More fish and another lake in western South Dakota have been added to the list of state waters with mercury problems.
Recent analysis of fish sampled in Newell Lake in Butte County north of Newell detected levels of mercury in northern pike more than 18 inches long above the 1 part per million threshold in fish tissue recommended by the Food and Drug Administration.
Newell already had been added to the state list in January with a fish advisory on walleyes 18 inches and longer, based on previous testing.
More recent sampling also led state officials to extend the existing mercury advisory on Roosevelt Lake near Colome in Tripp County, which had applied only to largemouth bass 18 inches and longer, to also include northern pike more than 24 inches. And Coal Springs Reservoir near Meadow in Perkins County has been added to the advisory list, for northern pike over 25 inches long.
Recent sampling results also extended the advisory in East River waters to Reid Lake in Clark County for walleyes more than 23 inches long and to Opitz Lake in Day County for northern pike more than 26 inches long.
There are now 12 lakes on the state mercury advisory list, five of them west of the Missouri River.
John Lott, fisheries section chief for the state Game, Fish & Parks Department in Pierre, said the mercury advisories do not mean listed fish are unsafe to eat. But they do, as the name suggests, advise people to consider the mercury content when they decide how much of the listed fish to eat, he said.
"The whole idea of the advisory is to have an informed public," Lott said. "It's not to discourage them from eating fish, but just to use wise judgment in the size and type of fish they eat, and how often."
Mercury can cause serious neurological problems when ingested at certain levels. Lott said those levels have been shown to be much higher than the 1 ppm threshold used by the state.
Nonetheless, the state advisory recommends that healthy adults not exceed 7 ounces of fish under advisory each week. Seven ounces is roughly the size of two decks of playing cards.
Children younger than 7 years old should have no more than one 4-ounce meal of listed fish per month. And women who are breast feeding, pregnant or about to become pregnant should limit their consumption of listed fish to 7 ounces per month.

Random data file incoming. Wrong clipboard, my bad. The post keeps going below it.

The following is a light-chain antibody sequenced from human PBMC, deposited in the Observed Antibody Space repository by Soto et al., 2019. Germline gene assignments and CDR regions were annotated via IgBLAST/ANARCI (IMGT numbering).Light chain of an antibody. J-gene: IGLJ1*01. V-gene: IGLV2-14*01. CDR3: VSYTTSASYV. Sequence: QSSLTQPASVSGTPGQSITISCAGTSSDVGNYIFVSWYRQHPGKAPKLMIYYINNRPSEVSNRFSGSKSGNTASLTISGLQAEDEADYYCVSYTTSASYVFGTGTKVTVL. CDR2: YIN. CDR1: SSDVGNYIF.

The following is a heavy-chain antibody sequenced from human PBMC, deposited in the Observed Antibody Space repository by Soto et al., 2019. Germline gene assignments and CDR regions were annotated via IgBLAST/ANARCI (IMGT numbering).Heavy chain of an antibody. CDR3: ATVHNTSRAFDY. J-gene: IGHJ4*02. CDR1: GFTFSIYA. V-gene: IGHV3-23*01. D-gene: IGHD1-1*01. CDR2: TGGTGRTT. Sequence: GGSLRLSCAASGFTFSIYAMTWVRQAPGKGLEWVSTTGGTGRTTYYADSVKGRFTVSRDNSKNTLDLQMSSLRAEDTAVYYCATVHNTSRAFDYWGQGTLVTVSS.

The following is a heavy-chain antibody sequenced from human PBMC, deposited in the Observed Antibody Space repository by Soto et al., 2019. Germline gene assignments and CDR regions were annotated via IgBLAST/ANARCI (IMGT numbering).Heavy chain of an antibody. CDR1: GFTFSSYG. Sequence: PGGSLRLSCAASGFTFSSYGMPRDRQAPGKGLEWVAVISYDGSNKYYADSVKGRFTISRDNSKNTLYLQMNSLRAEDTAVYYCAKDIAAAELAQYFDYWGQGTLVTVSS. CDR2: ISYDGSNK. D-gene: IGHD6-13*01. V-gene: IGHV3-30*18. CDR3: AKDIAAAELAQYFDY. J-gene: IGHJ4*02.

It is virtually impossible to pinpoint the exact source of mercury in fish tissue. The potentially harmful element exists naturally in the environment but also is produced by human activities. Those include power generation at coal plants, internal-combustion engines and improper disposal of materials containing mercury.
Whatever the source of mercury in the environment, it tends to invade the aquatic cycle when vegetation is flooded and decay of those materials occurs. Then it builds in the food chain and tends to concentrate in larger predator fish, which are the ones most often listed in advisories.
Higher water levels after years of drought might have been a factor in the recent increase of advisory listening for state waters, Lott said.
"Our water levels have come up a lot since 2008, and one of the contributing factors with mercury is the decomposition of plant matter in a lake and the bacteria that take the atmospheric mercury and make it into methyl mercury, which can be taken into fish tissue," he said.
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In some lakes, the advisory has potential for daily impacts. Bitter Lake in Day County is a hot walleye lake, a popular place for anglers and a listed lake with an advisory on walleyes of all sizes, as well as larger northern pike.
Yet there is no indication that the advisory has affected fishing pressure at the lake, Lott said.
"We've had 150 boats a day a lot of days at the one boat ramp we have in service on Bitter," he said.
It isn't clear how much the advisory on Bitter Lake has affected actual consumption of walleyes caught in the lake, he said.
"I don't know if it discourages any anglers from harvesting fish there, but at least on our part, they have been informed," he said.
On some other advisory lakes, the impact on anglers is less widespread. Newell Lake, for example, doesn't have a large population of either larger walleyes or larger northern pike.
"We pick up a few in our sampling, but we don't normally see a lot," said Gene Galinat, GF&P regional fisheries manager in Rapid City. "We do see quite a few smaller pike in there."
Coal Springs Reservoir in Perkins County is also not a big-pike hot spot, he said.
"There aren't a lot of pike in there," Galinat said. "It had pretty much dried up during the drought. We did see that some of the pike made it through."
The state advisory list could grow larger next year if the state decides to lower its threshold level for mercury in fish tissue from the FDA standard of 1 ppm to an Environmental Protection Agency level of .3 ppm. The EPA is encouraging that lower standard.
Working with the state Department of Environment and Natural Resources and the South Dakota Department of Health, GF&P fisheries crews expanded their sampling this year to get a broader base of data on state fishing waters and fish species. That additional information will help in determining next year whether to go to the lower threshold and give a baseline for further testing.
Contact Kevin Woster at 394-8413 or email@example.com